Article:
How to Get Found … and Heard
Your competition knows how to rise to the top. Here’s a quick guide to getting the attention of the search engines and your target customer who is searching online. According to PRWeb.com, if you follow these tips you’ll have a professional, concise and powerful news release.
Get your readers’ attention here. Provide information but don’t use more than 60 characters. Most importantly, use your best keywords in the headline. Write your headline and summary last to be sure you include the most important keywords and information captured from the release.
Your job in the summary is to entice your reader to want to know more. Give a synopsis of the contents and a brief description of your business and the information you’re sharing. Use keywords! Make sure you announce your company’s name within the headline, summary or first few paragraphs so you immediately link the information with your organization.
Dateline & Lead Paragraph
FORMAT: City, State & Day, Month, Year PLUS the most important information you want to announce. Grab your reader’s attention here by simply stating the news you have to announce. Ideally, keep it down to 25 words or less. Best practices are to keep the lead paragraph compelling and simple, and remember to use a keyword.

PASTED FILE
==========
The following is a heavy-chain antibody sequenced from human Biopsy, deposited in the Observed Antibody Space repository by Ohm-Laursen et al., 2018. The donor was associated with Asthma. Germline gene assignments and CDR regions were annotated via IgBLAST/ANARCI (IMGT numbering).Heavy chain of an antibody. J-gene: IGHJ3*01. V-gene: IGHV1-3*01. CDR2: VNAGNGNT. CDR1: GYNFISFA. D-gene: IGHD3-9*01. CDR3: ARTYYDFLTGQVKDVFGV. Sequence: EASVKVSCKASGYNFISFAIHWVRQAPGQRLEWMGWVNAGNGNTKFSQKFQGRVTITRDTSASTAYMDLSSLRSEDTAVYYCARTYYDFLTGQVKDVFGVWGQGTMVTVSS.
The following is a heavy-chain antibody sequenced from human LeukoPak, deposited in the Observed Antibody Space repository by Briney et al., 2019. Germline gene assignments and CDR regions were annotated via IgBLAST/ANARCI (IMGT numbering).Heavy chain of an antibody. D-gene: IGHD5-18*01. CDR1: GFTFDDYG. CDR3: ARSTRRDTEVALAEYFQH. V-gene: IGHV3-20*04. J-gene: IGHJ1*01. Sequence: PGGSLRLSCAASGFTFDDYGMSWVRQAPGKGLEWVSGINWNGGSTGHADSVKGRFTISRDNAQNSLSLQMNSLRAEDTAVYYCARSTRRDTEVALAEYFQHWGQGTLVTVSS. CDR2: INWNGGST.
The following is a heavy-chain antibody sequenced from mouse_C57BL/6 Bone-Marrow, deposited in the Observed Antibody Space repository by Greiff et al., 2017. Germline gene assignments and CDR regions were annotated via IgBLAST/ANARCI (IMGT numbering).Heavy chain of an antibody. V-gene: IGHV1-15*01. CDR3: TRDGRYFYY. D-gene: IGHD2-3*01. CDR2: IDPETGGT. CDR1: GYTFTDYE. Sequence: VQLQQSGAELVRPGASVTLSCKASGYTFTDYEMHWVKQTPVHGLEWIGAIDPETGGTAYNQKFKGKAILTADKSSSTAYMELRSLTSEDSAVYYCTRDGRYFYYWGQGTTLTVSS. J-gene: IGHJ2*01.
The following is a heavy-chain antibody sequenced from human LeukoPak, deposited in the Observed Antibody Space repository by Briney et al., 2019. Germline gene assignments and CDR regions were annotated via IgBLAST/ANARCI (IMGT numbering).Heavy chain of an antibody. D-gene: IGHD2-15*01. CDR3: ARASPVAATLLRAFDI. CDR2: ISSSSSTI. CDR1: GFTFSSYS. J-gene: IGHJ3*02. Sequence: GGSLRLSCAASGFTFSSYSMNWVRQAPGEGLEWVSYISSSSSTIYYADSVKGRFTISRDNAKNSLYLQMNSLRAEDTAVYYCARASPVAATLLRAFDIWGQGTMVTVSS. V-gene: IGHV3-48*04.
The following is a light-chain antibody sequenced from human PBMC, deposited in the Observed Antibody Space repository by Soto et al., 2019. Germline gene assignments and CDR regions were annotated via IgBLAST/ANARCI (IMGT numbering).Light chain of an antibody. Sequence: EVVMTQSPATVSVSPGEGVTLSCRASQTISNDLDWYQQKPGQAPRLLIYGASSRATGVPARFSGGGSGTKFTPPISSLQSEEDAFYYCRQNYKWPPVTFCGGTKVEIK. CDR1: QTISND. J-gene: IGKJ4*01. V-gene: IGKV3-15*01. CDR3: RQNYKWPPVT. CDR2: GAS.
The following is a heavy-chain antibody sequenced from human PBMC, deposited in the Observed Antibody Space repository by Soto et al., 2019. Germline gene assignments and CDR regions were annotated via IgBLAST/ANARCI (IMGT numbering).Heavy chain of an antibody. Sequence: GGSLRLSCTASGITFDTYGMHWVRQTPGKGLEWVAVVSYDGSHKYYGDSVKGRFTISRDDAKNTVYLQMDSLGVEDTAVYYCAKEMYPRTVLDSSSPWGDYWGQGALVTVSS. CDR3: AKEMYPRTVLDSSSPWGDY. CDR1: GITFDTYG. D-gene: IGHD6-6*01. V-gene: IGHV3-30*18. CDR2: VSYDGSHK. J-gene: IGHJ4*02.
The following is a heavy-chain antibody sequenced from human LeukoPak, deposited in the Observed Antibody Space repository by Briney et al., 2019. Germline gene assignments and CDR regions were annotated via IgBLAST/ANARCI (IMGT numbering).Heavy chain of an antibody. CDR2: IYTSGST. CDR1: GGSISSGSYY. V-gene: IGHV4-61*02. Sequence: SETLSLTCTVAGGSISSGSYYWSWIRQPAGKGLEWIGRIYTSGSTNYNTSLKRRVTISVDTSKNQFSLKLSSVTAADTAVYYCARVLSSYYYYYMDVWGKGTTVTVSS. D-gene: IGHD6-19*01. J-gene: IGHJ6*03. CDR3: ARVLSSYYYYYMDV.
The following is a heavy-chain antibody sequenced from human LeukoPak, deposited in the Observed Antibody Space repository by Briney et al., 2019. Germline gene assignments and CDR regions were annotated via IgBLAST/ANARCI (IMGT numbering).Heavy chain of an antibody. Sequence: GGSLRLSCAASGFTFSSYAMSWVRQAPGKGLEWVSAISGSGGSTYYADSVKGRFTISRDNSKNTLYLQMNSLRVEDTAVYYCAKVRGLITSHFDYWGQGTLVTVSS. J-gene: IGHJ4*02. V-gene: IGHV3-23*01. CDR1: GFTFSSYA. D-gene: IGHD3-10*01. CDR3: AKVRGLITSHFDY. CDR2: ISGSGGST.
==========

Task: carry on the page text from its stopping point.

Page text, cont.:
The lead and first paragraph of a press release announces what you have to say, providing answers to as many of the critical “who, what, when, where, why (your reader should care) and how” questions that are relevant to your story.
Now’s your chance to tell your story. And, like any news story, the purpose is to provide your reader with information. Remember to keep your tone neutral and objective—like a newscaster, NOT an advertisement. In 300-800 words, elaborate on who, what, when, where, why and how (include keywords!) The media typically lifts this information if they pick up or reference your release.
Add details to your story that support your claim, add interest, or reinforce what you are trying to say. These can include quotes from key staff, customers or subject matter experts, statistics, charts, etc.
In the press release world, this is typically your “About the Company” sentence. Be sure to use hyperlinks to your website.
Contact information provides the media and everyone else interested in what you have to say a way to reach you. It should include your company name, telephone number, website, and an email address.
When you’ve finished writing, proofread for typos and do a final check to make sure it’s clear, timely and free of advertising hype, direct marketing and spam. Do this a few times and it becomes second nature.
For these pointers, we thank PRWeb.com, an online news release distribution service.
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ABOUT Lisa M. Chapman:
Ms. Chapman’s new book, The WebPowered Entrepreneur – A Step-by-Step Guide is now available at:
· Amazon.com: http://bit.ly/AmazonTheWebPoweredEntrepreneur
· Barnes & Noble: http://bit.ly/BNTheWebPoweredEntrepreneur
Lisa M. Chapman serves her clients as a business and marketing coach, business planning consultant and social media consultant. She helps clients to establish and enhance their online brand, attract their target market, engage them in meaningful social media conversations, and convert online traffic into revenues. Email: Lisa @ LisaChapman.com